Under Connecticut law, an employer must allow an employee to breastfeed or express breast milk at work. An employer must also make a reasonable effort to provide a room or other location that:

  • Is close to the employee's work area;
  • Provides privacy to breastfeed or express breast milk; and
  • Is not a toilet stall.

However, an employer is not obligated to take any steps that would cause undue hardship.

Employers may not discriminate against or discipline an employee for taking advantage of her right to breastfeed or express breast milk at work.

Employers with more than 50 employees should comply with federal law, which provides greater protection to employees.

Child Labor

Child labor laws in Connecticut restrict the occupations in which minors may be employed and the number of hours and times during which they may work.

All minors are prohibited from working in hazardous occupations, and minors under the age of 16 are prohibited from working in a variety of other occupations, such as manufacturing and food service. Child labor laws also list many occupations in which minors are actively permitted to engage, such as agriculture and office work.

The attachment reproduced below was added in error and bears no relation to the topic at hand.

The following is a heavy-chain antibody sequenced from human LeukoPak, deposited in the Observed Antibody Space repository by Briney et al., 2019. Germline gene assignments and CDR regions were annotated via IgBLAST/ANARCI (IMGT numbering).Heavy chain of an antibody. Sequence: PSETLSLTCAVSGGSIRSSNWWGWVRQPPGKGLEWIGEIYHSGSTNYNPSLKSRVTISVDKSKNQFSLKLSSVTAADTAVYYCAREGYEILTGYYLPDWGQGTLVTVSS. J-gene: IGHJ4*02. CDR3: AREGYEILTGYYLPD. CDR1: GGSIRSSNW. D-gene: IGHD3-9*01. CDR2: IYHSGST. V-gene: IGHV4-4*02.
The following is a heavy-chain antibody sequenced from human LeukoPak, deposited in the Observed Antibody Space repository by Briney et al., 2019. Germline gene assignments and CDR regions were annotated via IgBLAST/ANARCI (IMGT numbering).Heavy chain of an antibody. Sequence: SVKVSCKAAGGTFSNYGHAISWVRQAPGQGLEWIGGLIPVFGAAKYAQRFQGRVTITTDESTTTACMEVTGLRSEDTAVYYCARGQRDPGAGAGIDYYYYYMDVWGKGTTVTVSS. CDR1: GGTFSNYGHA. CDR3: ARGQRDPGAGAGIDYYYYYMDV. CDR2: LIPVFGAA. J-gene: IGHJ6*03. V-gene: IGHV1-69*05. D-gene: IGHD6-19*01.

Connecticut also has a complex set of requirements that govern the times during which minors may work. These requirements differ depending on the age of the minor and the employer's industry, with separate working time restrictions set out for 16- and 17-year-olds and for 14- and 15-year-olds.

Minors who are 14 or 15 years of age may not work:

  • During school hours;
  • Before 7:00 a.m. or after 7:00 p.m., except from July 1 to Labor Day, when evening hours are extended to 9:00 p.m.;
  • More than three hours per day on school days, or eight hours on non-school days; and
  • More than 18 hours a week during school weeks or 40 hours during non-school weeks.

Connecticut requires minors to have statement of age/working papers to work.

Be aware that where there is overlap between federal, state and/or local law, complying with the law that offers the greatest rights or benefits to the employee will generally apply.

Additional information on wage and hour practices in Connecticut can be found in the Connecticut Employee Handbook Table of Contents, Minimum Wage: Connecticut, Overtime: Connecticut, Hours Worked: Connecticut, Child Labor: Connecticut, Connecticut Workplace Labor and Employment Law Posters and Does This Law Apply to My Organization in Connecticut? Federal requirements can be found in Minimum Wage: Federal, Overtime: Federal, Hours Worked: Federal and Child Labor: Federal.